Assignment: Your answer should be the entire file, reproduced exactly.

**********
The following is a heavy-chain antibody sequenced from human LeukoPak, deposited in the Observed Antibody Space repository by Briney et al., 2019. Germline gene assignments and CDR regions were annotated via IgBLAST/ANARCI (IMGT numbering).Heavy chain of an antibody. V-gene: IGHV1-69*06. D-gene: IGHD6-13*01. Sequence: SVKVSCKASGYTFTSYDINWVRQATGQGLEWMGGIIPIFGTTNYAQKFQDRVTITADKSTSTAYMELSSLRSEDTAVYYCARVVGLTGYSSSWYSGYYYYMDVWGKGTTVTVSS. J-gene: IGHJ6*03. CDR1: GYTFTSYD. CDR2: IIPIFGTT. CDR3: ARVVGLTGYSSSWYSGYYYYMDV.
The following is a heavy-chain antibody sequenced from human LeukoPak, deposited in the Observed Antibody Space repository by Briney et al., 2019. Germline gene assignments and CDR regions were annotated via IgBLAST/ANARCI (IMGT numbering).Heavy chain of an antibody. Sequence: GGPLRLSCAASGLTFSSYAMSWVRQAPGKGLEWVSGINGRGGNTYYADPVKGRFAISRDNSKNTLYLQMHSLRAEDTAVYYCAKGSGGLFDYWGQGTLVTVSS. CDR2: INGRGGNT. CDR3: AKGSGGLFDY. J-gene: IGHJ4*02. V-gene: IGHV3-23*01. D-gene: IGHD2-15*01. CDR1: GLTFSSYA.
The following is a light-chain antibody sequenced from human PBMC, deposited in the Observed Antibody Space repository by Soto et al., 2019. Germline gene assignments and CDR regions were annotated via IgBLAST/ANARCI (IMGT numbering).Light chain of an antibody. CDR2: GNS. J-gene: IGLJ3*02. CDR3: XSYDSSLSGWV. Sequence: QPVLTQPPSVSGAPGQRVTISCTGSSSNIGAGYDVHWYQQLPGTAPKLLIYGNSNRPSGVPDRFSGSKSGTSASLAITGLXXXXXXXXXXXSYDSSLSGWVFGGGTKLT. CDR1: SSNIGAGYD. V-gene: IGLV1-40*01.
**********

The following is a heavy-chain antibody sequenced from human LeukoPak, deposited in the Observed Antibody Space repository by Briney et al., 2019. Germline gene assignments and CDR regions were annotated via IgBLAST/ANARCI (IMGT numbering).Heavy chain of an antibody. V-gene: IGHV1-69*06. D-gene: IGHD6-13*01. Sequence: SVKVSCKASGYTFTSYDINWVRQATGQGLEWMGGIIPIFGTTNYAQKFQDRVTITADKSTSTAYMELSSLRSEDTAVYYCARVVGLTGYSSSWYSGYYYYMDVWGKGTTVTVSS. J-gene: IGHJ6*03. CDR1: GYTFTSYD. CDR2: IIPIFGTT. CDR3: ARVVGLTGYSSSWYSGYYYYMDV.
The following is a heavy-chain antibody sequenced from human LeukoPak, deposited in the Observed Antibody Space repository by Briney et al., 2019. Germline gene assignments and CDR regions were annotated via IgBLAST/ANARCI (IMGT numbering).Heavy chain of an antibody. Sequence: GGPLRLSCAASGLTFSSYAMSWVRQAPGKGLEWVSGINGRGGNTYYADPVKGRFAISRDNSKNTLYLQMHSLRAEDTAVYYCAKGSGGLFDYWGQGTLVTVSS. CDR2: INGRGGNT. CDR3: AKGSGGLFDY. J-gene: IGHJ4*02. V-gene: IGHV3-23*01. D-gene: IGHD2-15*01. CDR1: GLTFSSYA.
The following is a light-chain antibody sequenced from human PBMC, deposited in the Observed Antibody Space repository by Soto et al., 2019. Germline gene assignments and CDR regions were annotated via IgBLAST/ANARCI (IMGT numbering).Light chain of an antibody. CDR2: GNS. J-gene: IGLJ3*02. CDR3: XSYDSSLSGWV. Sequence: QPVLTQPPSVSGAPGQRVTISCTGSSSNIGAGYDVHWYQQLPGTAPKLLIYGNSNRPSGVPDRFSGSKSGTSASLAITGLXXXXXXXXXXXSYDSSLSGWVFGGGTKLT. CDR1: SSNIGAGYD. V-gene: IGLV1-40*01.